Our Way of Living and Dying

Friday, July 17 2009 @ 06:49 PM JST

Contributed by: Y.Yamamoto

Only dead fish go with the flow. (Sarah Palin, July 4)

Earlier this week the latest figures of average life expectancy were released. The statistics showed that Japanese women are enjoying the world's longest life span of 86.05 years while Japanese men ranked No. 4 only next to their counterparts in Iceland, Switzerland and Hong Kong. This leaves you wondering what the heck we cling to our empty life that long for.

Here's another citation from The Chrysanthemum and the Sword.. Actually it's a requotation because author Ruth Benedict was just quoting a wartime broadcast which was all too familiar to the Japanese people of my age or older.

After the air battles were over, the Japanese planes returned to their base in small formations of three or four. A Captain was in one of the first planes to return. After alighting from his plane, he stood on the ground and gazed into the sky through binoculars. As his men returned, he counted. He looked rather pale, but he was quite steady. After the last plane returned he made out a report and proceeded to Headquarters. At Headquarters he made his report to the Commanding Officer. As soon as he had finished his report, however, he suddenly dropped to the ground. The officer on the spot rushed to give assistance but alas! he was dead. On examining his body it was found that it was already cold, and he had a bullet wound in his chest, which had proved fatal. It is impossible for the body of a newly-dead person to be cold. Nevertheless the body of the dead captain was as cold as ice. The Captain must have been dead long before, and it was his spirit that made the report. Such a miraculous fact must have been achieved by the strict sense of responsibility that the dead Captain possessed.

Constantly misguided by the dictionary that wrongly defines 民主主義 (minshu-shugi) as democracy, 天皇 (tenno) under the postwar Constitution as a useless but harmless figurehead, and 変革 (henkaku) as change, those arrogant, intellectually lazy, surface-scratching, cherry-picking Japan experts in the U.S. tend to underestimate our supernatural power to flexibly cross the boundary back and forth between life and death, or our propensity to roam around the border so aimlessly and interminably. Benedict and her fellow countrymen have always said that:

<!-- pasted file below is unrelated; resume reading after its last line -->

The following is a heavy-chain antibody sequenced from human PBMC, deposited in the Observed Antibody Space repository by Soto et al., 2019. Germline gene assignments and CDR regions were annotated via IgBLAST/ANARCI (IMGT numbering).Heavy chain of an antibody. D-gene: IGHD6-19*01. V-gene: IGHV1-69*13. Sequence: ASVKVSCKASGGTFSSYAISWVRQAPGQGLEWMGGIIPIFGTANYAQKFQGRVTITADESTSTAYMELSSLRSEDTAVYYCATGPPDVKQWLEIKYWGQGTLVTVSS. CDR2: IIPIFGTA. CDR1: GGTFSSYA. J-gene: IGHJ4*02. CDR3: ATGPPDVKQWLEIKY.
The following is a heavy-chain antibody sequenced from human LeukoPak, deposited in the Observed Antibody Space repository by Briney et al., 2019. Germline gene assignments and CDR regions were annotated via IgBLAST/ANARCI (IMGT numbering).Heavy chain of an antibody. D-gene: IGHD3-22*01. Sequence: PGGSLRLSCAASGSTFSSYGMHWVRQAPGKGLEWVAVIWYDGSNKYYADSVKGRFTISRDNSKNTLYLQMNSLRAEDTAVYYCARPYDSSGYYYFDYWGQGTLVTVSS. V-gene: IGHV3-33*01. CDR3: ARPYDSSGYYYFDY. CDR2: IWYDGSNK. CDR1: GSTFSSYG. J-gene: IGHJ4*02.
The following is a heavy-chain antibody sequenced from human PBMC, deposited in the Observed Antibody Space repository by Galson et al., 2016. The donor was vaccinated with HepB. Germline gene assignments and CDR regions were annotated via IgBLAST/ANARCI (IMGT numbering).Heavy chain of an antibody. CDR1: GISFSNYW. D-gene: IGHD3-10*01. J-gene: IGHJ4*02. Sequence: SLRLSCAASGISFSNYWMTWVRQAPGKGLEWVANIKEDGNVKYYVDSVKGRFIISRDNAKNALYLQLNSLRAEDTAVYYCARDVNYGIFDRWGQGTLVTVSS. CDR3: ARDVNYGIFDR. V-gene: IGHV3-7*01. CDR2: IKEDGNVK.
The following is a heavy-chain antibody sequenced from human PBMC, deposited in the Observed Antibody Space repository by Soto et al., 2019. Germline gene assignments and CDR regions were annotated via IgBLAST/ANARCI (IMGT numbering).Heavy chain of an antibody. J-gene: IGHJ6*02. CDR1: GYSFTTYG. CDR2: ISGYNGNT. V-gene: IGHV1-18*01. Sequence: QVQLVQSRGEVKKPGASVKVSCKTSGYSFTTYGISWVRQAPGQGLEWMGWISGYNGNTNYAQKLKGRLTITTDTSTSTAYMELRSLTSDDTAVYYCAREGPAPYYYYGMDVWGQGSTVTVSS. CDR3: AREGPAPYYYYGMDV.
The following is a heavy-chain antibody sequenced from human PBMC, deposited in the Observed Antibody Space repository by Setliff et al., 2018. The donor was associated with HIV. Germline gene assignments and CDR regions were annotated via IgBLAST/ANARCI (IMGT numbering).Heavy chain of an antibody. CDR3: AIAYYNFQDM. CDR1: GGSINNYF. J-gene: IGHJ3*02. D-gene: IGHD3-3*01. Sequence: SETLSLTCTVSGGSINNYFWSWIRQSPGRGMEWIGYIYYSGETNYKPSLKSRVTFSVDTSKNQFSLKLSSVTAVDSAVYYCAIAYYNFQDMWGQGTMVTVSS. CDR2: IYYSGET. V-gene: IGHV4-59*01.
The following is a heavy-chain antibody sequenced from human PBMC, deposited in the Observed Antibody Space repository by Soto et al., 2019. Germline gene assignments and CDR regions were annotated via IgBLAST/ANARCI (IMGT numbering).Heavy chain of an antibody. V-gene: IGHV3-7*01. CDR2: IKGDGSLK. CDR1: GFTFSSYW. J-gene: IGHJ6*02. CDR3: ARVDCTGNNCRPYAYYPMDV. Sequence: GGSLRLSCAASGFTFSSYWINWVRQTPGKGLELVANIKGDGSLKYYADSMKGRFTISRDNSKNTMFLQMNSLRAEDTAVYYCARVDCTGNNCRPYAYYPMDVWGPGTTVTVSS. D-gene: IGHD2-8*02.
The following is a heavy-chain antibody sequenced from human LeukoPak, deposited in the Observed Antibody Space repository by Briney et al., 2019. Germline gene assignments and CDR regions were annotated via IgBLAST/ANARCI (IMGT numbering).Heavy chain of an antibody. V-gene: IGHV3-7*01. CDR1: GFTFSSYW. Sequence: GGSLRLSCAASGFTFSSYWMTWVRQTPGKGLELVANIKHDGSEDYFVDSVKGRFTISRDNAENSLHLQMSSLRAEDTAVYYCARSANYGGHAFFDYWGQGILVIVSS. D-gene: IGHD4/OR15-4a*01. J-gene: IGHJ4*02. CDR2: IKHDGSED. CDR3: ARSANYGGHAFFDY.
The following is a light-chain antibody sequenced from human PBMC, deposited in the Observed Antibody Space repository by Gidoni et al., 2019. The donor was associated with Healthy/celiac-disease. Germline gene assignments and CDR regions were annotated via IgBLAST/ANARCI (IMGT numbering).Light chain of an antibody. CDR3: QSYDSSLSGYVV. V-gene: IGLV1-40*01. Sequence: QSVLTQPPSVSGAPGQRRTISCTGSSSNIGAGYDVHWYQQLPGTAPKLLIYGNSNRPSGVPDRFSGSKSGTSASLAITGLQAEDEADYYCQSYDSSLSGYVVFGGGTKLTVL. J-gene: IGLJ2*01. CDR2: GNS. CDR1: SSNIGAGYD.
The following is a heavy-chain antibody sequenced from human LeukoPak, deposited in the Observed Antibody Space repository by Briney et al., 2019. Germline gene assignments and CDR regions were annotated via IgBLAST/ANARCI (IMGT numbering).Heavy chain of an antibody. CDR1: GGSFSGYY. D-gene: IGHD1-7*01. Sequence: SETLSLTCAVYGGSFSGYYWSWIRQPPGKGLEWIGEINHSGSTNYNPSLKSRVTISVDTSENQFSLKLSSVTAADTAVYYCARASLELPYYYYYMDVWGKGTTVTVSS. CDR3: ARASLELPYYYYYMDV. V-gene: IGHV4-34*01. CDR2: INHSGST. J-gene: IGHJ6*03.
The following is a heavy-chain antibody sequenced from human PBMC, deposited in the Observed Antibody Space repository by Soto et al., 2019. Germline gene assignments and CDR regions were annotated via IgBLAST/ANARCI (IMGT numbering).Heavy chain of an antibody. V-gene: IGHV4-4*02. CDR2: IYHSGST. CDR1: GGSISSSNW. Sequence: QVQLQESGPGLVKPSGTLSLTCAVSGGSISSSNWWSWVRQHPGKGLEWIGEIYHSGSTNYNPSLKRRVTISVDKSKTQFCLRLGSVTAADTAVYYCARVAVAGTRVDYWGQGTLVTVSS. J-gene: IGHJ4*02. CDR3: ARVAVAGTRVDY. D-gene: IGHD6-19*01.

■ wartime Japanese were so superstitious as to believe in the absurd propaganda such as this one,
■ but after the war defeat they came out much smarter.

Both notions are simply wrong although it's next to impossible for shallow-minded Westerners to understand we have unparalleled skills to look alive when we are actually dead or look dead when we are actually alive.

Even when we were on a suicide binge amid the unwinnable war, we were not that stupid. Just compare us to today's Americans who are fascinated by all these jokes about a world free of the nuke, poverty, hunger and greenhouse gasses. The only thing the American people will still be missing when Obama is re-elected in 2012 is that Diprivan-addicted pedophile. It's obvious which people are more woodenheaded.

Benedict observes in her book that "to Americans, of course, this is an outrageous yarn but educated Japanese did not laugh at this broadcast." True, we didn't laugh but that does not mean we believed in the "tall tale." Instead we all cried over our cursed destiny that we had to go with the wrong flow as if we were dead fish.

Equally important to note, we have remained unchanged throughout all these stormy years of warfare and false prosperity under the pacifist Constitution. How could we have changed when the media and the imperial institution are still there? These obscurantists in NHK, the Japan's only public broadcaster and exactly the same names of news organizations (Yomiuri, Asahi, Mainichi, and Sankei,) who disseminated all these fallacies on behalf of the emperor and the imperial army, still adhere to their traditional mandate of educating people on how to live and die in the face of never-ending hardships.

If you want an organism to change, you have to first kill it because otherwise it won't be reborn. Change always comes in a disruptive way. You will understand this only when you bother to come over here to witness first-hand, if on the TV screen, what is going on in Japan on the eve of the Lower House election scheduled for August.

To this date the coalition government of the Liberal Democratic Party headed by the grandson of Shigeru Yoshida, Douglas MacArthur's puppet, and the Komeito backed by legitimized cult Soka-Gakkai, has literally fallen apart. The mainstream media have now started subtly siding with the leading opposition Democratic Party of Japan headed by Yukio Hatoyama, the oldest grandson of Ichiro Hatoyama who served as the first prime minister of the now defunct 1955 System, as if the DPJ weren't a spinoff of the most scandal-ridden intraparty faction of the LDP. To that end, NHK and the Big 4 are exerting every effort to prevent the innumerable cases of corruption from surfacing on the part of Hatoyama as well.

Now we are seeing deja vu of "seikai sai-hensei," or sweeping realignment we experienced 16 years ago. Many key members of the ruling LDP, including Kunio Hatoyama, Yukio Hatoyama's younger brother, are poised to desert the sinking ship to form new party(-ies.). They say they are going to reform the unreformable nation.

Once again, we are failing to accept the bitter truth that we are all poltergeists and our death is long overdue now.

Comments (0)